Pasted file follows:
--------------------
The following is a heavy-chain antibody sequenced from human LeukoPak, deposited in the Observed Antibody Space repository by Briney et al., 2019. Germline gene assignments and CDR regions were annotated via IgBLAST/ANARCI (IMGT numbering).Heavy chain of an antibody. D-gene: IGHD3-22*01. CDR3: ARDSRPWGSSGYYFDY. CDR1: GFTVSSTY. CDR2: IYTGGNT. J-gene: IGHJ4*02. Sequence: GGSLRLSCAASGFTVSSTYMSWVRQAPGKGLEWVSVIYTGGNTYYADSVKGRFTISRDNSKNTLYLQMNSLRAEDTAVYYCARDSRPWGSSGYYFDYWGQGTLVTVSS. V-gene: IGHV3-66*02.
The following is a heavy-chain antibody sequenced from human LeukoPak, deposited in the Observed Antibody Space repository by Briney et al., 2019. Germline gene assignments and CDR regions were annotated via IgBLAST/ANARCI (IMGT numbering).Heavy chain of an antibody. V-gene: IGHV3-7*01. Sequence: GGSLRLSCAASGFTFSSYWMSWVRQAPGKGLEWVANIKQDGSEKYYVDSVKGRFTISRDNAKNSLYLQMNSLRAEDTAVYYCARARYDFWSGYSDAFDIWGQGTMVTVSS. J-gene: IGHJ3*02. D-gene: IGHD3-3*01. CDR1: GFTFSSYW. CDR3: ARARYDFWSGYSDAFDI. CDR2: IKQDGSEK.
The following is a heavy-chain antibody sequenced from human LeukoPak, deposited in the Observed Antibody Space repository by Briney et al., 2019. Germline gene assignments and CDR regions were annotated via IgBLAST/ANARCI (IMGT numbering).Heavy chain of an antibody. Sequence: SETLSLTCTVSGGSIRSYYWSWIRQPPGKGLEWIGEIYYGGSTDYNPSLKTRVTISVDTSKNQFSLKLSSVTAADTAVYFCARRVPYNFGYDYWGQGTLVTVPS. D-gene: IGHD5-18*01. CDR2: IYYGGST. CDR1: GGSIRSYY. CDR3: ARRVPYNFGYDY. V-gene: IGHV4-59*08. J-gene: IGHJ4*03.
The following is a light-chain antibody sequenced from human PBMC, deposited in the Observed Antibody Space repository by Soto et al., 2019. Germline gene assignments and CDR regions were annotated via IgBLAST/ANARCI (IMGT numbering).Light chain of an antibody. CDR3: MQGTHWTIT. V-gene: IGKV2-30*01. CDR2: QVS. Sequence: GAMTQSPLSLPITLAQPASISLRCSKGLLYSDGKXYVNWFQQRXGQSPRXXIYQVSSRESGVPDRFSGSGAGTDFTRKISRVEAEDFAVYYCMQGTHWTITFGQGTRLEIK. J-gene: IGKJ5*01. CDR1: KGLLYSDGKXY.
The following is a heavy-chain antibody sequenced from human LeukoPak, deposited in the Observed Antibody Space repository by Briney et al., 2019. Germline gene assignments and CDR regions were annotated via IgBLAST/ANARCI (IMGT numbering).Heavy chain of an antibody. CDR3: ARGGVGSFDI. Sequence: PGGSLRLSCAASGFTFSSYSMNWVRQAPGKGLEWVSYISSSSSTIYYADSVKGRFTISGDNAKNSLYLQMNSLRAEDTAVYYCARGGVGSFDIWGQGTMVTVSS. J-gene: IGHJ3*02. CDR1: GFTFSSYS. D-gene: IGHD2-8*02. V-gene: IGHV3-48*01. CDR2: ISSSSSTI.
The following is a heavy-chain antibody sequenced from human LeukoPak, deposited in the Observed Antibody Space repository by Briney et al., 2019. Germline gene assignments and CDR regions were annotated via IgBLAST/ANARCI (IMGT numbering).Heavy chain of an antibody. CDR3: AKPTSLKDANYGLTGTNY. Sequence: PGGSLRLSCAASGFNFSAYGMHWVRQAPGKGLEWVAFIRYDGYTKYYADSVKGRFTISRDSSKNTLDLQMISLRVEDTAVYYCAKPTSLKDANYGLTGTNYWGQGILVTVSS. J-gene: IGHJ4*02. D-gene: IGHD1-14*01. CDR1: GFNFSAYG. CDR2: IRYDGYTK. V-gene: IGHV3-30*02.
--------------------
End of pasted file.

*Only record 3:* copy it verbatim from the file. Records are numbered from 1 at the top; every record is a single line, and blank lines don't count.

The following is a heavy-chain antibody sequenced from human LeukoPak, deposited in the Observed Antibody Space repository by Briney et al., 2019. Germline gene assignments and CDR regions were annotated via IgBLAST/ANARCI (IMGT numbering).Heavy chain of an antibody. Sequence: SETLSLTCTVSGGSIRSYYWSWIRQPPGKGLEWIGEIYYGGSTDYNPSLKTRVTISVDTSKNQFSLKLSSVTAADTAVYFCARRVPYNFGYDYWGQGTLVTVPS. D-gene: IGHD5-18*01. CDR2: IYYGGST. CDR1: GGSIRSYY. CDR3: ARRVPYNFGYDY. V-gene: IGHV4-59*08. J-gene: IGHJ4*03.